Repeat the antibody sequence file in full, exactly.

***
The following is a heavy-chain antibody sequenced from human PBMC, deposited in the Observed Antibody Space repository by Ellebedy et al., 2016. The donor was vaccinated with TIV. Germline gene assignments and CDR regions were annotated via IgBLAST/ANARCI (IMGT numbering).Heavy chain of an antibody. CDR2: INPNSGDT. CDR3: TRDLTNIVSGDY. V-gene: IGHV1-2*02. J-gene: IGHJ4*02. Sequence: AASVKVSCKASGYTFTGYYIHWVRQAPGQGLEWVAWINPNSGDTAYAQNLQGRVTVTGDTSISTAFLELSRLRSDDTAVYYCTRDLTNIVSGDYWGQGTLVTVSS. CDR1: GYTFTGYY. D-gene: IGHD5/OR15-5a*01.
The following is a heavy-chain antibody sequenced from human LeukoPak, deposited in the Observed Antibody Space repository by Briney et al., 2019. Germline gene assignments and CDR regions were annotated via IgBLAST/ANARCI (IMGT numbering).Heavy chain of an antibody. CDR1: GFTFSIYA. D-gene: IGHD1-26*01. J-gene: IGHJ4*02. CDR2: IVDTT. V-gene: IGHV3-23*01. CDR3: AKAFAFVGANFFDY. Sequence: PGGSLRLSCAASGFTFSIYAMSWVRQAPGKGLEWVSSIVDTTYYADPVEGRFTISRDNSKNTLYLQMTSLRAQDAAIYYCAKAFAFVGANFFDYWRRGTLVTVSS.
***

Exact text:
The following is a heavy-chain antibody sequenced from human PBMC, deposited in the Observed Antibody Space repository by Ellebedy et al., 2016. The donor was vaccinated with TIV. Germline gene assignments and CDR regions were annotated via IgBLAST/ANARCI (IMGT numbering).Heavy chain of an antibody. CDR2: INPNSGDT. CDR3: TRDLTNIVSGDY. V-gene: IGHV1-2*02. J-gene: IGHJ4*02. Sequence: AASVKVSCKASGYTFTGYYIHWVRQAPGQGLEWVAWINPNSGDTAYAQNLQGRVTVTGDTSISTAFLELSRLRSDDTAVYYCTRDLTNIVSGDYWGQGTLVTVSS. CDR1: GYTFTGYY. D-gene: IGHD5/OR15-5a*01.
The following is a heavy-chain antibody sequenced from human LeukoPak, deposited in the Observed Antibody Space repository by Briney et al., 2019. Germline gene assignments and CDR regions were annotated via IgBLAST/ANARCI (IMGT numbering).Heavy chain of an antibody. CDR1: GFTFSIYA. D-gene: IGHD1-26*01. J-gene: IGHJ4*02. CDR2: IVDTT. V-gene: IGHV3-23*01. CDR3: AKAFAFVGANFFDY. Sequence: PGGSLRLSCAASGFTFSIYAMSWVRQAPGKGLEWVSSIVDTTYYADPVEGRFTISRDNSKNTLYLQMTSLRAQDAAIYYCAKAFAFVGANFFDYWRRGTLVTVSS.